The Impact of Tax Parity on Retailers

Legality of online OTP sales could wreak havoc if N.J. tax increase passes

Thomas A. Briant, NATO Executive Director

OTP Products
MINNEAPOLIS -- A relatively new idea among state lawmakers is to propose taxing other tobacco products including cigars, smokeless tobacco, pipe tobacco and even electronic cigarettes on a par with a state’s cigarette tax rate.  
During a recent New Jersey Senate Health, Human Services and Social Services Committee hearing, two state senators proposed an amendment to Senate Bill 1867 that would adopt tax parity for all other tobacco products. As introduced, Senate Bill 1867 only proposed a 75% tax on the wholesale cost of e-cigarettes. However, the amendment would “equalize” the tax on all other tobacco products with the state’s $2.70 per pack cigarette tax by proposing the following tax increases:
1. Cigars with a retail price of more than $2.00 per cigar would be taxed at $2.70 per cigar.
2. Cigarillos with a retail price of not more than $2.00 per cigarillo would be taxed at 54 cents per cigarillo, or $2.70 per five pack.
3. Little cigars weighing not more three pounds per 1,000 would be taxed at $.135 per little cigar or $2.70 per pack of 20.
4. Pipe tobacco would be taxed at $4.15 per ounce or $66.40 per pound.
5. Moist snuff would be taxed at $2.25/ounce, triple the current tax of 75 cents per ounce.
6. Snus would be taxed at 13.5 cents per single pouch of snus.
7. All other tobacco products would be taxed at a rate of 68% of the wholesale price.
Moreover, the amendment would impost a floor stocks tax on both wholesalers and retailers on all of these tobacco products in stock on the day that these tax increases would go into effect.
This kind of tax parity would be economically devastating on family-owned retail stores. While federal laws including the Jenkins Act and the Prevent All Cigarette Trafficking (PACT) Act restrict the sale of cigarettes over the Internet, there are no similar federal laws restricting the sale of cigars, pipe tobacco and electronic cigarettes over the Internet where consumers can escape paying any tobacco taxes and sales taxes.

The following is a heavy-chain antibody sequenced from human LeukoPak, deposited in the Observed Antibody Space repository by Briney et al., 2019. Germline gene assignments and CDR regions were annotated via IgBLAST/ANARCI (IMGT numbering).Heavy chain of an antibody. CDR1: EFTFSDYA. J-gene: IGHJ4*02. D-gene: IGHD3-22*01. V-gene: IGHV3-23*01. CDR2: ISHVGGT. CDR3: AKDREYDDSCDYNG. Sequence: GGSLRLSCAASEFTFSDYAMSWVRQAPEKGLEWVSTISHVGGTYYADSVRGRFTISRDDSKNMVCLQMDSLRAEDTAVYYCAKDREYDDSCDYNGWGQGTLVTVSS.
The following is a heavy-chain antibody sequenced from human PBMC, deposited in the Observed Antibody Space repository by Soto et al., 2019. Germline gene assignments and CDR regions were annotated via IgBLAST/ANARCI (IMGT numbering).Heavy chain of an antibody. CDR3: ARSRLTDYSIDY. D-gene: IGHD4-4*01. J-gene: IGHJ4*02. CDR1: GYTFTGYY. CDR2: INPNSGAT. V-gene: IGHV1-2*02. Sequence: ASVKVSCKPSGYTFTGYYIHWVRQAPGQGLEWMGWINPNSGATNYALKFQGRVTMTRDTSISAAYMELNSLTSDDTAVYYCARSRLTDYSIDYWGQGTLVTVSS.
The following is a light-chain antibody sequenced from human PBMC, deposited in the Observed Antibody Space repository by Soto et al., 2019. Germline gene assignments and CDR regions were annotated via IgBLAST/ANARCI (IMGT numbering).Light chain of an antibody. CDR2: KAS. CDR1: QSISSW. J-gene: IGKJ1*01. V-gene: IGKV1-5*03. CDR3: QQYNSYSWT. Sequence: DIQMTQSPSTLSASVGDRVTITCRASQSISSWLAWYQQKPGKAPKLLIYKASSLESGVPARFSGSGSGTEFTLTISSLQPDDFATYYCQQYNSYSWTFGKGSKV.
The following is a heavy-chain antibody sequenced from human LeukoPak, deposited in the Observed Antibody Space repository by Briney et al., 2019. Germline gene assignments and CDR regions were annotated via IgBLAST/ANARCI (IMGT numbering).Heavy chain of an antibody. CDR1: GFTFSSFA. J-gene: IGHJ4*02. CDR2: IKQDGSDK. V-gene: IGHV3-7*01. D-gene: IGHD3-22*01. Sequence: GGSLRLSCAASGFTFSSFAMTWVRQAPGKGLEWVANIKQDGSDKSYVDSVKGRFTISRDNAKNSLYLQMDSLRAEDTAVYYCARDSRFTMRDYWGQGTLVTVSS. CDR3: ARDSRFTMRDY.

This ability to avoid such high taxes in New Jersey will result in a broad decline in tobacco sales resulting in brick-and-mortar retail stores going out of business because of the Internet. Consequently, retail employees will lose their jobs and the State of New Jersey will likely fall far short of collecting $35 million in additional revenue from the electronic cigarette tax and not succeed in raising $22 million more from the higher “equalized” taxes on all other tobacco products.
The underlying premise that lawmakers rely on to argue in favor of tax parity, or equalizing the tax on all tobacco products with the cigarette tax rate, is flawed. Essentially, lawmakers are claiming that all tobacco products have the same health consequences as smoking cigarettes and, therefore, cigars, pipe tobacco and electronic cigarettes should all be taxed at the same proportionate rate as cigarettes.
The New Jersey amendment demonstrates the fallacy of the parity argument. There is no scientific evidence that smoking one cigar a day has the same health consequences as smoking a pack of cigarettes per day. The same holds true with smokeless tobacco and pipe tobacco. However, by taxing a single cigar at $2.70, moist snuff at $2.25 per ounce, and pipe tobacco at $66.40 per pound, lawmakers are forcing New Jersey adults to look to the Internet or neighboring states to escape paying such exorbitant tax rates.
Lawmakers need to understand that the basis for tax parity is suspect and equating the health consequences of smoking cigarettes is an unsustainable argument. Otherwise, retailers will be forced out of business and employees will lose their jobs.